ASU’s next drive went nowhere, but with time dwindling, the Sun Devil defense was able to force a punt on Stanford’s next possession. Arizona State would get a chance to steal a win.

Jones and the Sun Devils took over at their 32-yard line with 1:28 left. Three plays later, facing a fourth down, Jones found Bryan Thompson for 30-yards to get to the Stanford 34. However, a sack on the next play pushed ASU out of field goal range, and they soon faced a do-or-die fourth-and-19. Jones lofted a ball downfield to an open Badger, who made a great adjustment on the pass and was ruled to have caught it then stepped out of bounds near the goal line with three seconds left.

But upon replay review, the adjustments needed from the off-target throw forced Badger’s toes to be just out of bounds.

Ball game.

The Critical Moment

The near-catch by Badger will get the attention, but there were many moments during the game that could have swung the result the other way. A conservative third down playcall early in the fourth quarter was among the most impactful.

After two big plays began their drive with a bang, ASU faced that a third-and-5 from the Stanford 39. A conversion would extend the drive and get them within field goal range. But instead of a pass or a call to utilize Jones’ mobility, ASU instead a run up the middle by Valladay that was stuffed for a loss. On came the punt team.

Aguano defended the decision after the game, adding that had they were prepared to go for it on fourth down had they gained a few yards.

“It was an RPO that we handed off, and they came up and played,” said Aguano. “We can go back and second guess that we should have gone for it. I think analytics says fourth-and-two to go for it. We didn’t get those, and we got stopped behind.”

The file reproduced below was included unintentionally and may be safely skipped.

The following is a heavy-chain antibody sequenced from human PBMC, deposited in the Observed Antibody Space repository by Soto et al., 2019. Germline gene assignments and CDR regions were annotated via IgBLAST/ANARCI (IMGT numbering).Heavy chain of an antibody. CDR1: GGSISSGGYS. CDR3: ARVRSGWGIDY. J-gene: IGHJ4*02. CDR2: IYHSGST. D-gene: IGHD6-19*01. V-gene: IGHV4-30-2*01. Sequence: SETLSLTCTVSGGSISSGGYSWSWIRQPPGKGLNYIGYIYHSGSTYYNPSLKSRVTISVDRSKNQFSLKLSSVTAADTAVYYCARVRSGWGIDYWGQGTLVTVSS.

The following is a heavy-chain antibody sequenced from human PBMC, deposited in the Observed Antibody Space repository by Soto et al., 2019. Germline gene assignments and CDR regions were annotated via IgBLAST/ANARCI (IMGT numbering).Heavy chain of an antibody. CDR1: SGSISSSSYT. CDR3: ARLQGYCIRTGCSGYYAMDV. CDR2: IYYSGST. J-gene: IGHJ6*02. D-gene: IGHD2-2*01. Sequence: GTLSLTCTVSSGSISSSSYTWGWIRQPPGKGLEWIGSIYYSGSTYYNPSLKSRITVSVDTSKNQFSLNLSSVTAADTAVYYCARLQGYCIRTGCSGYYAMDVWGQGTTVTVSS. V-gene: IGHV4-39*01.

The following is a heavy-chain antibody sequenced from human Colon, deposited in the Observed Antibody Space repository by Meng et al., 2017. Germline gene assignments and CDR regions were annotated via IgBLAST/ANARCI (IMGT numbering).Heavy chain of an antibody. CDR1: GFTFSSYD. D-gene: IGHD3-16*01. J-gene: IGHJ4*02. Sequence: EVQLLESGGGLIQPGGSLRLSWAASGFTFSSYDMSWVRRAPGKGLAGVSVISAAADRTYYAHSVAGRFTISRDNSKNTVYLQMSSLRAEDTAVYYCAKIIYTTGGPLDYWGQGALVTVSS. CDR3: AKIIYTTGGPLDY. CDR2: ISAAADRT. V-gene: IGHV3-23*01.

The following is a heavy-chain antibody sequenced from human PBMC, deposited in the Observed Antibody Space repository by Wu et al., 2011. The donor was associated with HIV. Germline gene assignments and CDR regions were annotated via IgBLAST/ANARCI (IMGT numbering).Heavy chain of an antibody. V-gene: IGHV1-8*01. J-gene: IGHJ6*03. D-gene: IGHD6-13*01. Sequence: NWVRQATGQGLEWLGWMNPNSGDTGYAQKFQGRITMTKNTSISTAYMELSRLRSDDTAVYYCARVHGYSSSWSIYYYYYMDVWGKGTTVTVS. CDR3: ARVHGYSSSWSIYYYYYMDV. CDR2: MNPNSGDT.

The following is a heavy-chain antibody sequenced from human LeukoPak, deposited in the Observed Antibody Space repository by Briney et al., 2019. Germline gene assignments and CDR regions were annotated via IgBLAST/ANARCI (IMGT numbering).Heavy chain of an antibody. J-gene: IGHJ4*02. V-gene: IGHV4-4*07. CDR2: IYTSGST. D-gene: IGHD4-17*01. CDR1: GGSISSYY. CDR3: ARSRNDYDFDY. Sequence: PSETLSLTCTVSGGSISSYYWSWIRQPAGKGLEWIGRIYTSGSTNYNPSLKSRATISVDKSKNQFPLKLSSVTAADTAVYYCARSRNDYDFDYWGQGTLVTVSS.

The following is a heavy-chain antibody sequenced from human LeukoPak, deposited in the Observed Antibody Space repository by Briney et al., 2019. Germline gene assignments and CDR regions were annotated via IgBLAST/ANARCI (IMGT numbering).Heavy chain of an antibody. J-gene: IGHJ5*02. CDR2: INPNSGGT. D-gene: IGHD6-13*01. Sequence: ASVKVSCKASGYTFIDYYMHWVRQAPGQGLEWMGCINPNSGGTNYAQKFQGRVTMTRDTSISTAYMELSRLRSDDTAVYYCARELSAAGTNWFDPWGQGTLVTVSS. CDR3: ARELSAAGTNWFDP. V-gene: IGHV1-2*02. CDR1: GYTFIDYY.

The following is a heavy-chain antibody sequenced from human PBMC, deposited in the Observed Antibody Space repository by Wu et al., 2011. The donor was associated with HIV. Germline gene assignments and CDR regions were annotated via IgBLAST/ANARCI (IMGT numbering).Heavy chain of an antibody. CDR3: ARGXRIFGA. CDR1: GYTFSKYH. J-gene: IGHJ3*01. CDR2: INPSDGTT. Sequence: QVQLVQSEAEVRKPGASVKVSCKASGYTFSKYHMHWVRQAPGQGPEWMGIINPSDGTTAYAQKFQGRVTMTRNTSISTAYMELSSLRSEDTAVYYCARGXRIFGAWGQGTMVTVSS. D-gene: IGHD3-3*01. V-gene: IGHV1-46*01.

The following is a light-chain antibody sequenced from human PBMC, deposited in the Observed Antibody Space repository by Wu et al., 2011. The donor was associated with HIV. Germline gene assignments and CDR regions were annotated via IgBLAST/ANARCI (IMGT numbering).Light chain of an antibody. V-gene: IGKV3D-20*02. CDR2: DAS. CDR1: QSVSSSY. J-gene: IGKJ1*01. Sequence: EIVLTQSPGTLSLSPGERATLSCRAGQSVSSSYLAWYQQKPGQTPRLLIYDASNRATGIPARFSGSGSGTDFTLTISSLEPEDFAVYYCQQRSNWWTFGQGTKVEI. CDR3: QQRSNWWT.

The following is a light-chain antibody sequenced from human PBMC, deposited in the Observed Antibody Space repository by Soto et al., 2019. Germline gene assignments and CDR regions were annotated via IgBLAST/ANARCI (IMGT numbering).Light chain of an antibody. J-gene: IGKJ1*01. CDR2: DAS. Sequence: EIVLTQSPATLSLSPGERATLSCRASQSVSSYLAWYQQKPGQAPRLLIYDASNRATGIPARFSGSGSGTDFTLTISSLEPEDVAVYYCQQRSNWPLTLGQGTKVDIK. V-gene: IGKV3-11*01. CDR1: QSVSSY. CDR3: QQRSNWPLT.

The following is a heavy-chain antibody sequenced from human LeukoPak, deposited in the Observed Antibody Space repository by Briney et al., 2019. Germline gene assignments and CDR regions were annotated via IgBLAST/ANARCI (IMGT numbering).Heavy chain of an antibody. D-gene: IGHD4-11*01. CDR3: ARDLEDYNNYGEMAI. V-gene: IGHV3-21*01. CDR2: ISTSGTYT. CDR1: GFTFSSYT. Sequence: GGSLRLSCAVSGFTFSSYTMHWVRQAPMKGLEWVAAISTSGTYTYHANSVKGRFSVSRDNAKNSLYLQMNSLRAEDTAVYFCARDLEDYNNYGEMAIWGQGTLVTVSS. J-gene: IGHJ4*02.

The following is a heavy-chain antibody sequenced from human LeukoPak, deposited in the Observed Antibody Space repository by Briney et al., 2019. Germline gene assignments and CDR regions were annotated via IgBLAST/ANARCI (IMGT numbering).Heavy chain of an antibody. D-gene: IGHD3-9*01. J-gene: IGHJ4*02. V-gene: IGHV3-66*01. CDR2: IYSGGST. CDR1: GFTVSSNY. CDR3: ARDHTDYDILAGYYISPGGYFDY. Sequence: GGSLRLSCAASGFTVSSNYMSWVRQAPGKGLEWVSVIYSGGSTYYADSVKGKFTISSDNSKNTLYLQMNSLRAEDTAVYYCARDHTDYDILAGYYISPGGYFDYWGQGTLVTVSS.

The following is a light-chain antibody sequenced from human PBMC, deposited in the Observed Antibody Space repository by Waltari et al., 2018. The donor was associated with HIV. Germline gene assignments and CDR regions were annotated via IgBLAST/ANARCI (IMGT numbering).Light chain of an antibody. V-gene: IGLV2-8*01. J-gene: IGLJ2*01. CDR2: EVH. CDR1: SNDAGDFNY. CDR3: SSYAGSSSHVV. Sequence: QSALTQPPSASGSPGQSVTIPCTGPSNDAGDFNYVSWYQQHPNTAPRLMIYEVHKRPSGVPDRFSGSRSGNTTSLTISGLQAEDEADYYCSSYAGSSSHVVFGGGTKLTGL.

After the punt was downed at the 1-yard line, Stanford embarked on what proved to be the game-winning drive.

The Offense

Aguano put it succinctly: “We made some big plays, but we never finished. We always stalled.”

ASU averaged seven yards per play in the first half. They showed a good balance in passing and attacking on the ground. But in the second half, it all fell apart, and Aguano feels it began in the trenches.

“I didn’t think we dominated the line to get ahead of the sticks,” he said. “We were in second-and-longs trying to play catch up the whole time.”

Jones’ play will receive the brunt of the scrutiny (more on that in a section below), but he was hardly the only person worthy or criticism. The numbers are not bad on first glance: 14-of-25, 227 yards, one touchdown, one interception, and 27 yards rushing. But he misfired on some passes, and some of his decisions in the second half were questionable.

“I thought Emory’s play was solid,” Aguano said. “I’m going to go back and look at the progressions and look at his decision on some RPOs. I thought he did pretty well. He put the ball in places we needed it to be and receivers made some catches.”

The team also didn’t appear as aggressive in the second half, something that did not go unnoticed by the team’s star wide receiver.

“I think the playcalling was just a little different in the second half,” Badger said. “I have no clue. I just did my job.”

Badger notched the first 100-yard game of his career, gaining 118 yards on six catches. He has emerged as one of the Pac-12′s best, but the dispersal of targets in the passing game was a concern. Other than Thompson (five) and Gio Sanders (six), no Sun Devil saw more than two targets. No tight end saw a single target.

The ground game started well, but like everything else, vanished in the second half. Valladay finished with 76 yards, while Daniyel Ngata had 25 on seven carries.

Up front, ASU’s line struggled, two weeks after a strong showing.